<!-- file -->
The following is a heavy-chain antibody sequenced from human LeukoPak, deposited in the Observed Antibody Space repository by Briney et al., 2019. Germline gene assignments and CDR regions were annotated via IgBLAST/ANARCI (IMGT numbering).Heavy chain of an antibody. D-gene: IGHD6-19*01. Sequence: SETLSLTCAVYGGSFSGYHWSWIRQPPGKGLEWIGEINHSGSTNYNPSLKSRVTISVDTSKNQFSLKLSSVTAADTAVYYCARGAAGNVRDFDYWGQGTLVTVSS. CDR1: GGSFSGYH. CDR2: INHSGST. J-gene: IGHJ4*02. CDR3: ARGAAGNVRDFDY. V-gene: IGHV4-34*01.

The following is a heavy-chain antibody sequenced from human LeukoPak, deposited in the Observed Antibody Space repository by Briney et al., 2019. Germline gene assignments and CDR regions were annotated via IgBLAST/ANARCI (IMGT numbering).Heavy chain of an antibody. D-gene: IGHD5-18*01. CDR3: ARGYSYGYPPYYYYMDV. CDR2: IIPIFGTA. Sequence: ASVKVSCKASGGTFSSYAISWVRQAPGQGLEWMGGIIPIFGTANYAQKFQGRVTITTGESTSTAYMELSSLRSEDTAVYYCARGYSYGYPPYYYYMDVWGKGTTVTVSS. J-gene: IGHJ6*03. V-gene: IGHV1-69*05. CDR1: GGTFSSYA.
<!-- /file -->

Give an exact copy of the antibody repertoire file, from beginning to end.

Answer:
The following is a heavy-chain antibody sequenced from human LeukoPak, deposited in the Observed Antibody Space repository by Briney et al., 2019. Germline gene assignments and CDR regions were annotated via IgBLAST/ANARCI (IMGT numbering).Heavy chain of an antibody. D-gene: IGHD6-19*01. Sequence: SETLSLTCAVYGGSFSGYHWSWIRQPPGKGLEWIGEINHSGSTNYNPSLKSRVTISVDTSKNQFSLKLSSVTAADTAVYYCARGAAGNVRDFDYWGQGTLVTVSS. CDR1: GGSFSGYH. CDR2: INHSGST. J-gene: IGHJ4*02. CDR3: ARGAAGNVRDFDY. V-gene: IGHV4-34*01.

The following is a heavy-chain antibody sequenced from human LeukoPak, deposited in the Observed Antibody Space repository by Briney et al., 2019. Germline gene assignments and CDR regions were annotated via IgBLAST/ANARCI (IMGT numbering).Heavy chain of an antibody. D-gene: IGHD5-18*01. CDR3: ARGYSYGYPPYYYYMDV. CDR2: IIPIFGTA. Sequence: ASVKVSCKASGGTFSSYAISWVRQAPGQGLEWMGGIIPIFGTANYAQKFQGRVTITTGESTSTAYMELSSLRSEDTAVYYCARGYSYGYPPYYYYMDVWGKGTTVTVSS. J-gene: IGHJ6*03. V-gene: IGHV1-69*05. CDR1: GGTFSSYA.